Superhero Sundays: Iron Man and Hulk: Heroes United (2013)
Matthew Turner | On 06, Sep 2020
Directors: Eric Radomski, Leo Riley
Cast: Adrian Pasdar, Fred Tatasciore, Dee Bradley Baker, Robin Atkin Downes, David Kaye
Watch Iron Man and Hulk: Heroes United online in the UK: Disney+
On Sunday mornings, we like to watch cartoons. So we’re working our way through animated superhero cartoons available to stream. We call it Superhero Sundays.
Co-directed by Eric Radomski and Leo Riley, Iron Man and Hulk: Heroes United (2013) is the first in a series of direct-to-video movies from Marvel Animation. It was swiftly followed by Iron Man and Captain America: Heroes United and even has a post-credits sting revealing the villain of that story.
Story-wise, the film is even more basic than its sequel, and that’s saying something. After a battle with fellow gamma-irradiated monster The Abomination (Robin Atkin Downes, sounding a lot like Arnold Schwarzenegger), Hulk (long-time Hulk voice Fred Tatasciore) is kidnapped by a pair of Hydra scientists, who want to siphon his gamma energy into their own version of Tony Stark’s arc reactor.
However, something goes wrong – specifically, the polarity is reversed, in a nice shout-out to Doctor Who – and the resulting energy surge creates Zzzax, a being composed of pure electrical energy. The gamma surge alerts Tony Stark / Iron Man (Adrian Pasdar) and the pair team up to defeat their sparky new foe.
The film starts promisingly, with a gorgeous title sequence that includes some lovely Jack Kirby-inspired artwork (Andy Suriano is credited with “Main Title Design”.) Unfortunately, this quickly backfires, because what probably seemed like a clever idea at the time – cutting from the comics art title sequence version of The Abomination to the film version – only highlights the poor quality of the animation.
Publicity at the time focused on the fact that the studio had invented a new process called a “2-D wrap” for the film, involving traditional animation being scanned into computers to wrap it around the characters. That process was meant to bring texture and weight, but it just ends up looking like really bad video game scenes. As with the sequel, the film seems very aware of this – at one point Stark says “This is better than a video game” and you’ll be hard-pressed not to reply: “No, it isn’t.”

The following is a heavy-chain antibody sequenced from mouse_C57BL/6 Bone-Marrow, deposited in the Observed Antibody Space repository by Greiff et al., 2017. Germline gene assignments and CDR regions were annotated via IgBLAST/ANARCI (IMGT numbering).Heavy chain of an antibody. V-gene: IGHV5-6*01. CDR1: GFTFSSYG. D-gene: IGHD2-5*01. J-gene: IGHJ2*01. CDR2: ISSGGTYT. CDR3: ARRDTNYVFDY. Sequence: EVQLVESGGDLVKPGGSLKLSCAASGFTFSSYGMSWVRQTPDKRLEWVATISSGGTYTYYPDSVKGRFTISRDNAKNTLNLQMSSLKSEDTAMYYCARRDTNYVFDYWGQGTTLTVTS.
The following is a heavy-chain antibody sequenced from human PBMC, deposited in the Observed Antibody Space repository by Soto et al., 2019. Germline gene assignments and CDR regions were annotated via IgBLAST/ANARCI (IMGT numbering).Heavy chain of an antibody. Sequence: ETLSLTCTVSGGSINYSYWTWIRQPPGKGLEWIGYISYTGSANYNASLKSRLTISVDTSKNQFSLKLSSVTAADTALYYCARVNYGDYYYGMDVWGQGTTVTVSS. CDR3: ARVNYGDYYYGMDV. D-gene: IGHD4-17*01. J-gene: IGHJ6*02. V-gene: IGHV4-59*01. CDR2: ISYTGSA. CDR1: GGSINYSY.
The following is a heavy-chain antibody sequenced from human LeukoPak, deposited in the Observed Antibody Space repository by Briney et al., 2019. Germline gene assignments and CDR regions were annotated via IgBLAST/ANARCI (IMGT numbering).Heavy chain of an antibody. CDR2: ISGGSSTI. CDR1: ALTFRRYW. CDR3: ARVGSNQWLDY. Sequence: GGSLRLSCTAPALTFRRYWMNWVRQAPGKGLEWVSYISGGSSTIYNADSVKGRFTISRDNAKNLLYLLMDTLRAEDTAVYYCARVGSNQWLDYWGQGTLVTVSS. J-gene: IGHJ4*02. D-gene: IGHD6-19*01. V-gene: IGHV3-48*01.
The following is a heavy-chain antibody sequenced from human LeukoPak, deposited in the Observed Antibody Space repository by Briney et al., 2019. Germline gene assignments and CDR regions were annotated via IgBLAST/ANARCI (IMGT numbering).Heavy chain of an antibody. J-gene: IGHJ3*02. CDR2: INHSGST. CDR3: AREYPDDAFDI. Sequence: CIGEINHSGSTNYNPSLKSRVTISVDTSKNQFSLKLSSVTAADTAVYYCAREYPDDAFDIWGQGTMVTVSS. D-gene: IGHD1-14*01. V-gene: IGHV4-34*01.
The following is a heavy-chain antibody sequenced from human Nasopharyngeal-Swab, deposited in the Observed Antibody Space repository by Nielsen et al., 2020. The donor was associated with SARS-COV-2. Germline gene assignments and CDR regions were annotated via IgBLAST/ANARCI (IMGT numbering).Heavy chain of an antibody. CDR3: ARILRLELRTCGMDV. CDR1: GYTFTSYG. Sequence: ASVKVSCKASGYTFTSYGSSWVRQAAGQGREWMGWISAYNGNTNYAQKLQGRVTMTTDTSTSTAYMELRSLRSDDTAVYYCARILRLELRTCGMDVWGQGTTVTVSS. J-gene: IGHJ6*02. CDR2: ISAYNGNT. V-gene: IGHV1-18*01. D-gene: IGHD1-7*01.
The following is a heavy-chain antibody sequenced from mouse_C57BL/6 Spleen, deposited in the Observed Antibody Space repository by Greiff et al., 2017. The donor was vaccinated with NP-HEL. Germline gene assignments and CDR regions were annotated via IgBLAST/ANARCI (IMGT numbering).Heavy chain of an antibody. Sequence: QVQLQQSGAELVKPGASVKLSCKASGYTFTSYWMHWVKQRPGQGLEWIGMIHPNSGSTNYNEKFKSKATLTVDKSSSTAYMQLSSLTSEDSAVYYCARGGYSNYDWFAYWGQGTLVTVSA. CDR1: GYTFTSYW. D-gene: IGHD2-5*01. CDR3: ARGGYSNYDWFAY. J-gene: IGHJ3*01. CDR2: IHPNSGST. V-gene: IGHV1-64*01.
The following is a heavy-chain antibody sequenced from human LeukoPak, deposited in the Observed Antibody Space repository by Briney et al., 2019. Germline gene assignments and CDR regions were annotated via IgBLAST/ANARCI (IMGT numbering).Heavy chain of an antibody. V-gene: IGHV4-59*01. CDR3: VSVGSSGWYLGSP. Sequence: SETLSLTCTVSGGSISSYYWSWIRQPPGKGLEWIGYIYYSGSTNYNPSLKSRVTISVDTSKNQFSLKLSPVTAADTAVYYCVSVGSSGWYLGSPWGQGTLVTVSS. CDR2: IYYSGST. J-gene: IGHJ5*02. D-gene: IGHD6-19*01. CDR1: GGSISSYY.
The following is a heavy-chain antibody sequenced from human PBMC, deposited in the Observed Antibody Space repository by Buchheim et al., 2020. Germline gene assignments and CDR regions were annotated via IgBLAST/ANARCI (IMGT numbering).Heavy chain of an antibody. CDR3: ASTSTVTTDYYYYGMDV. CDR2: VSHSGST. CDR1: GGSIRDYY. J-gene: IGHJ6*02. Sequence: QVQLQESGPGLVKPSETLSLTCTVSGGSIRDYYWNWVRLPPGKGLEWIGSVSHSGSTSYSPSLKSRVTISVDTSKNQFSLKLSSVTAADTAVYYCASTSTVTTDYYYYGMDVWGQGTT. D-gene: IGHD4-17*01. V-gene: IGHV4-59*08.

The script and dialogue are at least passable, and it’s more fun watching Iron Man and Hulk interact here than it is watching Iron Man and Cap in the sequel. Similarly, the plot is paper-thin (all Zzzax wants to do is consume energy), but at least there’s plenty of action, with the animators throwing in other traditional Hulk villains, including The Abomination and Wendigo.
On that note, the film makes good use of Zzzax’s powers, having him fire up and control first a Mandroid – one of Stark’s robot helpers – then an army of Mandroids and one of Iron Man’s suits of armour. If nothing else, this at least prompts the line “Puny robots! Hulk SMASH!”, which is all you really want from a Hulk movie.
The film also makes room for the time-honoured team-up ritual whereby the two heroes always have to fight each other before getting down to business. Consequently, both Iron Man and Hulk get their licks in, but you can tell their hearts aren’t really in it and the writers quickly move on.
In fairness, there are lots of good moments scattered throughout. Highlights include: Hulk grabbing Iron Man by the leg and using him to smash robots; Hulk accidentally trashing Stark’s lab while in search of a fridge; Hulk wearing Hulkbuster armour (sort of) to fight Zzzax; and a nice touch where Hulk is bathed in blue light and his hair goes all spiky when he’s fighting Zzzax at the end.
Ultimately, this has a slight edge over its sequel, thanks to the aforementioned Hulk moments and Tatasciore’s accomplished vocal performance. It’s just a shame the animation is so ugly to look at, especially when the character designs in the title sequence are so good.
Iron Man and Hulk: Heroes United is available on Disney+, as part of a £5.99 monthly subscription or a £59.99 yearly subscription.